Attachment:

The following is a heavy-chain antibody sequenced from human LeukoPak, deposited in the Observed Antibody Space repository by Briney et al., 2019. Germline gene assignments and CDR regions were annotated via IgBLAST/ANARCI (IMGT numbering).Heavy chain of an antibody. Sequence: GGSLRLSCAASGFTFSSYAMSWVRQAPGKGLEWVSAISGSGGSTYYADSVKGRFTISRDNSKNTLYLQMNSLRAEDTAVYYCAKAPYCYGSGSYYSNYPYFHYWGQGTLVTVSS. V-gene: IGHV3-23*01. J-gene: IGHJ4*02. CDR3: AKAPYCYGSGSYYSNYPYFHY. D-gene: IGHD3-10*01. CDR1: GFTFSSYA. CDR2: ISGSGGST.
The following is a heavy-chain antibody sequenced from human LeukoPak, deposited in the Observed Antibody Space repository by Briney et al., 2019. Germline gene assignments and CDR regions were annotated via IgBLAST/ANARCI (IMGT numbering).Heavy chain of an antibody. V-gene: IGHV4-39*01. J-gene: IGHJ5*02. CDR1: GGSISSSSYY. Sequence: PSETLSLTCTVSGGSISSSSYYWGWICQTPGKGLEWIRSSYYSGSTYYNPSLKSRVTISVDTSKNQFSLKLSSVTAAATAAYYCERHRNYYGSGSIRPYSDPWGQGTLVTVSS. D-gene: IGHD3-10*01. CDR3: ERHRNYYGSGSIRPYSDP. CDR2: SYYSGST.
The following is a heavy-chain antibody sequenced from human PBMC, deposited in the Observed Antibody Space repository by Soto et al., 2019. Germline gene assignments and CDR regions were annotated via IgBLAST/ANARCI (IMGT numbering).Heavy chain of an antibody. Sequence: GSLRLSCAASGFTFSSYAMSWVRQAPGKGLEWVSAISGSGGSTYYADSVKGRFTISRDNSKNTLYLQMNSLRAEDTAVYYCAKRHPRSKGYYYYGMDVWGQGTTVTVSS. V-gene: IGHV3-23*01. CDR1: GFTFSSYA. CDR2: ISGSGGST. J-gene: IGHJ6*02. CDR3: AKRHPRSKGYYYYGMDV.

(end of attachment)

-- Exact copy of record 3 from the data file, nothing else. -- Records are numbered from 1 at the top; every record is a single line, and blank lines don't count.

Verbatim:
The following is a heavy-chain antibody sequenced from human PBMC, deposited in the Observed Antibody Space repository by Soto et al., 2019. Germline gene assignments and CDR regions were annotated via IgBLAST/ANARCI (IMGT numbering).Heavy chain of an antibody. Sequence: GSLRLSCAASGFTFSSYAMSWVRQAPGKGLEWVSAISGSGGSTYYADSVKGRFTISRDNSKNTLYLQMNSLRAEDTAVYYCAKRHPRSKGYYYYGMDVWGQGTTVTVSS. V-gene: IGHV3-23*01. CDR1: GFTFSSYA. CDR2: ISGSGGST. J-gene: IGHJ6*02. CDR3: AKRHPRSKGYYYYGMDV.